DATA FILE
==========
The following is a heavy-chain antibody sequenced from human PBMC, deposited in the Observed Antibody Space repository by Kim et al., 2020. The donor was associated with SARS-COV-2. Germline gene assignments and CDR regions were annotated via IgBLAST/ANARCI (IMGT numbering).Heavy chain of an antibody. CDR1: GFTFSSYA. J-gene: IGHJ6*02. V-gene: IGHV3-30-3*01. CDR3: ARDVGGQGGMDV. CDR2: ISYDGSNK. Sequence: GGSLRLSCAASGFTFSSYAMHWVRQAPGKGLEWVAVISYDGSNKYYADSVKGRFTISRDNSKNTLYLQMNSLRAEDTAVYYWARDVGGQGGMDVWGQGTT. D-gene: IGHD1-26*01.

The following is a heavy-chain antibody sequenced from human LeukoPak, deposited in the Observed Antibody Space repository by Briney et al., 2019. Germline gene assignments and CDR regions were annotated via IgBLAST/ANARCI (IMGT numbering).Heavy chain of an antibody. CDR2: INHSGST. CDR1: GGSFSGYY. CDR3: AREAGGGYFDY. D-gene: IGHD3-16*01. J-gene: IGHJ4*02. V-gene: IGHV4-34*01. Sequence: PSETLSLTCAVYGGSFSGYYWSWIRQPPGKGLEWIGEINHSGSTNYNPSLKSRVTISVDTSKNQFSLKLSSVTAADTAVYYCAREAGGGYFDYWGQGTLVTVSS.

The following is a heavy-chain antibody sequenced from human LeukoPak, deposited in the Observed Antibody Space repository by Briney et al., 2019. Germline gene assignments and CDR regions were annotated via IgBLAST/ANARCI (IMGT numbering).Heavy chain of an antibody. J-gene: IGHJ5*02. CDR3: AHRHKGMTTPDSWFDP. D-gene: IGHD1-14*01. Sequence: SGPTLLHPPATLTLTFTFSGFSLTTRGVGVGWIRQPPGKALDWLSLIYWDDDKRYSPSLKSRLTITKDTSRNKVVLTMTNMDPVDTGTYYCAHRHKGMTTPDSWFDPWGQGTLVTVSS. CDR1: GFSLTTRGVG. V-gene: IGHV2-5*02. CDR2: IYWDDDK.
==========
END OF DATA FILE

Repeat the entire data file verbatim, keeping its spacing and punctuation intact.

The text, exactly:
The following is a heavy-chain antibody sequenced from human PBMC, deposited in the Observed Antibody Space repository by Kim et al., 2020. The donor was associated with SARS-COV-2. Germline gene assignments and CDR regions were annotated via IgBLAST/ANARCI (IMGT numbering).Heavy chain of an antibody. CDR1: GFTFSSYA. J-gene: IGHJ6*02. V-gene: IGHV3-30-3*01. CDR3: ARDVGGQGGMDV. CDR2: ISYDGSNK. Sequence: GGSLRLSCAASGFTFSSYAMHWVRQAPGKGLEWVAVISYDGSNKYYADSVKGRFTISRDNSKNTLYLQMNSLRAEDTAVYYWARDVGGQGGMDVWGQGTT. D-gene: IGHD1-26*01.

The following is a heavy-chain antibody sequenced from human LeukoPak, deposited in the Observed Antibody Space repository by Briney et al., 2019. Germline gene assignments and CDR regions were annotated via IgBLAST/ANARCI (IMGT numbering).Heavy chain of an antibody. CDR2: INHSGST. CDR1: GGSFSGYY. CDR3: AREAGGGYFDY. D-gene: IGHD3-16*01. J-gene: IGHJ4*02. V-gene: IGHV4-34*01. Sequence: PSETLSLTCAVYGGSFSGYYWSWIRQPPGKGLEWIGEINHSGSTNYNPSLKSRVTISVDTSKNQFSLKLSSVTAADTAVYYCAREAGGGYFDYWGQGTLVTVSS.

The following is a heavy-chain antibody sequenced from human LeukoPak, deposited in the Observed Antibody Space repository by Briney et al., 2019. Germline gene assignments and CDR regions were annotated via IgBLAST/ANARCI (IMGT numbering).Heavy chain of an antibody. J-gene: IGHJ5*02. CDR3: AHRHKGMTTPDSWFDP. D-gene: IGHD1-14*01. Sequence: SGPTLLHPPATLTLTFTFSGFSLTTRGVGVGWIRQPPGKALDWLSLIYWDDDKRYSPSLKSRLTITKDTSRNKVVLTMTNMDPVDTGTYYCAHRHKGMTTPDSWFDPWGQGTLVTVSS. CDR1: GFSLTTRGVG. V-gene: IGHV2-5*02. CDR2: IYWDDDK.